Entering slightly darker territory than they did in Prisoners, Jake Gyllenhaal and director Denis Villeneuve prove more adept at the strange and bizarre in Enemy. (A lack of labyrinths and Hugh Jackman shouting also helps.)
Set in a Toronto not nearly as cuddly as Scott Pilgrim vs. The World or Take This Waltz made it out to be, Villeneuve’s adaptation of José Saramago’s novel The Double plumbs an interesting scenario with juicy nightmare consequences galore. Anchoring the insanity, Gyllenhaal ably pulls double duty as meek history professor Adam and part-time actor Anthony, getting to show both his Zodiac and Donnie Darko sides.
Questionable editing early on keeps the viewer at a distance from the material, but there’s an increasing appeal of giving over to Villeneuve’s vision and the unpredictable narrative overall. Horror film musical cues occasionally sub for dialogue yet fill the same purpose and pair nicely with shades of Eyes Wide Shut, Fight Club, and a serious case of arachnophobia for a thoroughly haunting mystery.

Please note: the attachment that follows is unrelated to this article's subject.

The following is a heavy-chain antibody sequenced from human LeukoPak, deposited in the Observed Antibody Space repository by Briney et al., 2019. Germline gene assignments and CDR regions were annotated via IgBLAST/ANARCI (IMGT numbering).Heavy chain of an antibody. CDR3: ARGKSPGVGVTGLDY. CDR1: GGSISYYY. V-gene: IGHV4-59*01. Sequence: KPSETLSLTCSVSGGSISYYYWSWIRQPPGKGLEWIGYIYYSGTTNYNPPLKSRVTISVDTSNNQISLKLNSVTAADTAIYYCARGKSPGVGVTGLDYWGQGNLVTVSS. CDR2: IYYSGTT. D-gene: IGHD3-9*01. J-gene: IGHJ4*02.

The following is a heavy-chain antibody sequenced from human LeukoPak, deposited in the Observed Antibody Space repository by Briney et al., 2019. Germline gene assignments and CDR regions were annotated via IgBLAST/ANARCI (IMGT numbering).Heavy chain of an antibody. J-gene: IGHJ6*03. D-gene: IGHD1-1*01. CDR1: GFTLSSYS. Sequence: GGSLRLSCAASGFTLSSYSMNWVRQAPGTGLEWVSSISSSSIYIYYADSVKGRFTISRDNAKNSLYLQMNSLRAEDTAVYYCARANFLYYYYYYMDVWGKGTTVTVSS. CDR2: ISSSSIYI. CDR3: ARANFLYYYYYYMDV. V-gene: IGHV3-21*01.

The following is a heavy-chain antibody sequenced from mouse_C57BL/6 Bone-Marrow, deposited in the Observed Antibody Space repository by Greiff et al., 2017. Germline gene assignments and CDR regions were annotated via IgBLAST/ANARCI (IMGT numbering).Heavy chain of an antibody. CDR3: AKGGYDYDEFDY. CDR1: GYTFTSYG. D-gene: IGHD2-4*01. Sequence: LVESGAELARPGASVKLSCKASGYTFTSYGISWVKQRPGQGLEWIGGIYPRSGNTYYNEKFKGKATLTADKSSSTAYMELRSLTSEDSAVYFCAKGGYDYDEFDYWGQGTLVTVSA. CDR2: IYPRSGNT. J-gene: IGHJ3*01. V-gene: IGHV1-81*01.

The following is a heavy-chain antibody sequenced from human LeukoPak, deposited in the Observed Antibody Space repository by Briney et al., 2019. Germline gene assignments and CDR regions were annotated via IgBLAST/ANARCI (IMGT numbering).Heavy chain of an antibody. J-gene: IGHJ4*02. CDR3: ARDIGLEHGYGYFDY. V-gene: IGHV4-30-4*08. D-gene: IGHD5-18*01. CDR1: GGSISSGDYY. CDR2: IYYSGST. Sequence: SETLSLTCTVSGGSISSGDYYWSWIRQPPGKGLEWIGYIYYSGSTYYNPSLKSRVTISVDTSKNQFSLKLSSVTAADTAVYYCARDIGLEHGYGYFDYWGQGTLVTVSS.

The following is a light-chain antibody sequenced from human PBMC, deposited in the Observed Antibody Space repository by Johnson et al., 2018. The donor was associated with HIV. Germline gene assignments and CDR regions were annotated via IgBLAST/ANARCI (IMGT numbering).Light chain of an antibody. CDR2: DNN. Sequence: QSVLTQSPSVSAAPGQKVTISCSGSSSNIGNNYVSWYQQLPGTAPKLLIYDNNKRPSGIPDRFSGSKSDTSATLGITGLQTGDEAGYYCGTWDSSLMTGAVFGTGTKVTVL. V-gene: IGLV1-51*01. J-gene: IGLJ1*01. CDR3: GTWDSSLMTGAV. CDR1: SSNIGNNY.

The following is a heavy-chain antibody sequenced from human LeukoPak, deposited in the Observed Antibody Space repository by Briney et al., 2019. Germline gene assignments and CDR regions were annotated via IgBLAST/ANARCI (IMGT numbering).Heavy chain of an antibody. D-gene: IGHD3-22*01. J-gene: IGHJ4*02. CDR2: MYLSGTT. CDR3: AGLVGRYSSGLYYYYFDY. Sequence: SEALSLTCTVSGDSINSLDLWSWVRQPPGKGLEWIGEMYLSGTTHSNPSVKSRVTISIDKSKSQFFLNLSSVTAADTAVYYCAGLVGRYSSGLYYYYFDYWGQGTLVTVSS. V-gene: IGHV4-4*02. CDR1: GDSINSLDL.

After sustaining this feel for the majority of its 90 minutes, a final image either throws Enemy into disarray or, in concert with opening quote “Chaos is order yet undeciphered,” offers an explanation to the madness. Regardless of the solution, the number of filmmakers who make movies that look this good are few, so it’s worth celebrating Villeneuve’s shot composition, camerawork, and the suspense that his atmosphere incites, whether or not it makes sense.
Rated R for some strong sexual content, graphic nudity and language.
The Enemy has come and gone from the Asheville area, but will be on DVD starting June 24. Brave viewers are encouraged to add it to their watch lists.